The historical context of Edgar Allan Poe is always worth noting when discussing his work. The United States was plagued by Tuberculosis and chattel slavery. This comes across in his poetry through a variety of motifs. Do you remember reading Edgar Allan Poe’s The Fall of the House of Usher (or, perhaps, having it read to you)? I believe this particular poem is a not-so-subtle commentary on race, racial purity, and the transmission of property (among other things) within a traditional line of people. I will tell you why.
Do you recall what was so remarkable about the Usher race? The narrator immediately pulls us into a gloomy scene as he describes a long day of traveling by horseback until he was finally “within view of the melancholy House of Usher.”* He then describes his childhood friendship with the proprietor of the house and continues to note, “the very remarkable fact, that the stem of the Usher race, all time-honored as it was, had put forth, at no period, any enduring branch.”* The remarkable thing about the Usher race is, in part, the fact that it made sense for the narrator to call it a race instead of just a family. No new branches from the stem of that family line means, well, as the narrator explains, “in other words, that the entire family lay in the direct line of descent, and had always, with very trifling and very temporary variation, so lain.”* The Usher bloodline was kept pure, so to speak. It never varied. The narrator denotes this lack of variation as a deficiency. After all, he is referring to a lack. The Usher race lacked deviation. It lacked diversity.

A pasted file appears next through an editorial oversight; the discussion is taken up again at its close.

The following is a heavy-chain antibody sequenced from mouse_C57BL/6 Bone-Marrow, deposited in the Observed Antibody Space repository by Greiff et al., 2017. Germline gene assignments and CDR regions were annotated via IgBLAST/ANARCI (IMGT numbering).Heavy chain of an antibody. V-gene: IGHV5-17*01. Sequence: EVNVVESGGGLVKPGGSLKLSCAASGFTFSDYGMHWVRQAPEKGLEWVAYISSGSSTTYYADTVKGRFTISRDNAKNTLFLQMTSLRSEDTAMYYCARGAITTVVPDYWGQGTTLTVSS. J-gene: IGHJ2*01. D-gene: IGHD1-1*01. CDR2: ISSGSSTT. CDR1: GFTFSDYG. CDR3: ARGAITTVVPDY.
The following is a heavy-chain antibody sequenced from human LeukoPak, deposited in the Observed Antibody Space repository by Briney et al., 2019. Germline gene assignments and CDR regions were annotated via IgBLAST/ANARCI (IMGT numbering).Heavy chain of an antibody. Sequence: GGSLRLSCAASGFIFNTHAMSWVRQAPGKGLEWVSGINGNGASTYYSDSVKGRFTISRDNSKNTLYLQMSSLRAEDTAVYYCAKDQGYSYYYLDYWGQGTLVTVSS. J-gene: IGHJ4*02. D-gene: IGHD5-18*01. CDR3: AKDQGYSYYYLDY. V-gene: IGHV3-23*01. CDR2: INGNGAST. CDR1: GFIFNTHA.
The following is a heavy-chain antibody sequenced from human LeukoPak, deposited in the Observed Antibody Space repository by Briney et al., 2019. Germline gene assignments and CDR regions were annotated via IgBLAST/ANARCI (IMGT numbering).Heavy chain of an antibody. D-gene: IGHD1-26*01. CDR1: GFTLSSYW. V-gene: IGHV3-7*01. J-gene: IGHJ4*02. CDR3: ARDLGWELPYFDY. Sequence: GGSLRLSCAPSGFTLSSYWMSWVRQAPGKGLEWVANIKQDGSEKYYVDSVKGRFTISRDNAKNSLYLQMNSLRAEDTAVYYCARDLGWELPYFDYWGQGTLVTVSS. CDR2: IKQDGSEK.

The narrator considers “this deficiency…while running over in thought the perfect keeping of the character of the premises with the accredited character of the people, and while speculating upon the possible influence which the one, in the long lapse of centuries, might have exercised upon the other.”* The narrator is looking upon what he calls the “melancholy House of Usher” as he considers the connection between the lack of genetic diversity, the character of the Ushers, and the result of these things after centuries of continuation without variation. The narrator also considers the connection between the house and the family to be as unyieldingly entrenched in sameness. He explains that, “the consequent undeviating transmission, from sire to son, of the patrimony with the name, which had, at length, so identified the two as to merge the original title of the estate in the quaint and equivocal appellation of the ‘House of Usher’.”* The estate and the bloodline bore the same name and ultimately referred to the same thing. And, of course, the title The Fall of the House of Usher refers to the falling of the Usher race as well as to the crumbling fall of the estate as it crushes its proprietors after one fell atop the other. So, the story ends, and we are left with the notion that an attempt to keep others from crossing our borders might eventually lead to self-destruction.
Doctor of Philosophy
Edgar Allan Poe: “The Fall of the House of Usher” (http://www.gutenberg.org/files/932/932-h/932-h.htm)